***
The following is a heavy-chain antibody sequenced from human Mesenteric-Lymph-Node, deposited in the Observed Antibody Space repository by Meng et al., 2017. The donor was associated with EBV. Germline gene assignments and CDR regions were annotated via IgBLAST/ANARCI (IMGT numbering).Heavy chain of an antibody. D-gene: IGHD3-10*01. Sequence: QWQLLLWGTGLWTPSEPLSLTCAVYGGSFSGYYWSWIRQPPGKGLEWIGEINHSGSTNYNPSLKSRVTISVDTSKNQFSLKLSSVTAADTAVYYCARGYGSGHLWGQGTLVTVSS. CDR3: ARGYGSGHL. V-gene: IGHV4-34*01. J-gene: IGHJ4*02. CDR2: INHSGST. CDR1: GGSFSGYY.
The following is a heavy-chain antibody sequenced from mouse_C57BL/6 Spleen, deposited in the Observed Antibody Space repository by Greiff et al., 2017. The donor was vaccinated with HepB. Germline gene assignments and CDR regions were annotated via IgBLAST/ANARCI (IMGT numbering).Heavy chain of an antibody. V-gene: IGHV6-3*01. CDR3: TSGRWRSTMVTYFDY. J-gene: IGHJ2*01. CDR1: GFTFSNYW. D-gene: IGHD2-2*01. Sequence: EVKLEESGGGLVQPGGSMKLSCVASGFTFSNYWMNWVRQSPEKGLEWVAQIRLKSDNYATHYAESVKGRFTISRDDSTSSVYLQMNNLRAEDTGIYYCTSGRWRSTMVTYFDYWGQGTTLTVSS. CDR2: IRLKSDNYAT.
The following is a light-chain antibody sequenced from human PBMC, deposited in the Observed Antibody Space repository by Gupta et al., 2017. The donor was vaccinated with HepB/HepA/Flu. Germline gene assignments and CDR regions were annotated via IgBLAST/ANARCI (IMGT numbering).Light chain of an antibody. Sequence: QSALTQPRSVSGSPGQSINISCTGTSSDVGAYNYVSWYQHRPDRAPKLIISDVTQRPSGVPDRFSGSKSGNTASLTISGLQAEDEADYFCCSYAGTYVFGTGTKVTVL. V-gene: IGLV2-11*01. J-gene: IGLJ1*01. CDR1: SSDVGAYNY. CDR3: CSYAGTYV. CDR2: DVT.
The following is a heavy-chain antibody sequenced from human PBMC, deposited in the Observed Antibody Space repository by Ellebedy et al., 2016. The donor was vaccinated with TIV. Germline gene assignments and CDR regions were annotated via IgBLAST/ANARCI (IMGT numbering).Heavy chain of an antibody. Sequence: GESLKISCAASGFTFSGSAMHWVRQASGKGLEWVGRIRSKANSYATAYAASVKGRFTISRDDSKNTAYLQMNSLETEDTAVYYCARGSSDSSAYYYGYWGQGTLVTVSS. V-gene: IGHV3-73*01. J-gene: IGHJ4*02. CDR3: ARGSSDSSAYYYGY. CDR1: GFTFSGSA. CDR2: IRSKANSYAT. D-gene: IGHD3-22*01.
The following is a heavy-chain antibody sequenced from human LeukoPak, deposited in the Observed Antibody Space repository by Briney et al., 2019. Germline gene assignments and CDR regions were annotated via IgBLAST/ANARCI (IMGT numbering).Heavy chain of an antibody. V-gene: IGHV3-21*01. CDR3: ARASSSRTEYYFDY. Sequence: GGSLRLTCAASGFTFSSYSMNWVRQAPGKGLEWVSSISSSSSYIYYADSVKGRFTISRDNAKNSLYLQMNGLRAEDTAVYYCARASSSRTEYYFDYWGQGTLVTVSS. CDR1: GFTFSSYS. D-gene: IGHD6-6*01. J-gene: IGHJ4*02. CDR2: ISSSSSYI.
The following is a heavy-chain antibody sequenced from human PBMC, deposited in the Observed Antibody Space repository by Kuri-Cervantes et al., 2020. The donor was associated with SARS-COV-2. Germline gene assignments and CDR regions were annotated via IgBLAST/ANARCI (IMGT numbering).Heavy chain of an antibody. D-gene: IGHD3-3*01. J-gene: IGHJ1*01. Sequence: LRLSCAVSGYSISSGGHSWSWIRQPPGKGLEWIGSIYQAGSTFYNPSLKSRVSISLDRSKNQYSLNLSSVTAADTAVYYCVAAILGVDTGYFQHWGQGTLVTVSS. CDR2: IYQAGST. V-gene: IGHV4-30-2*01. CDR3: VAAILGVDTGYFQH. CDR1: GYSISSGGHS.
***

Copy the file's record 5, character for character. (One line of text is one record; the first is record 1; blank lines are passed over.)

The following is a heavy-chain antibody sequenced from human LeukoPak, deposited in the Observed Antibody Space repository by Briney et al., 2019. Germline gene assignments and CDR regions were annotated via IgBLAST/ANARCI (IMGT numbering).Heavy chain of an antibody. V-gene: IGHV3-21*01. CDR3: ARASSSRTEYYFDY. Sequence: GGSLRLTCAASGFTFSSYSMNWVRQAPGKGLEWVSSISSSSSYIYYADSVKGRFTISRDNAKNSLYLQMNGLRAEDTAVYYCARASSSRTEYYFDYWGQGTLVTVSS. CDR1: GFTFSSYS. D-gene: IGHD6-6*01. J-gene: IGHJ4*02. CDR2: ISSSSSYI.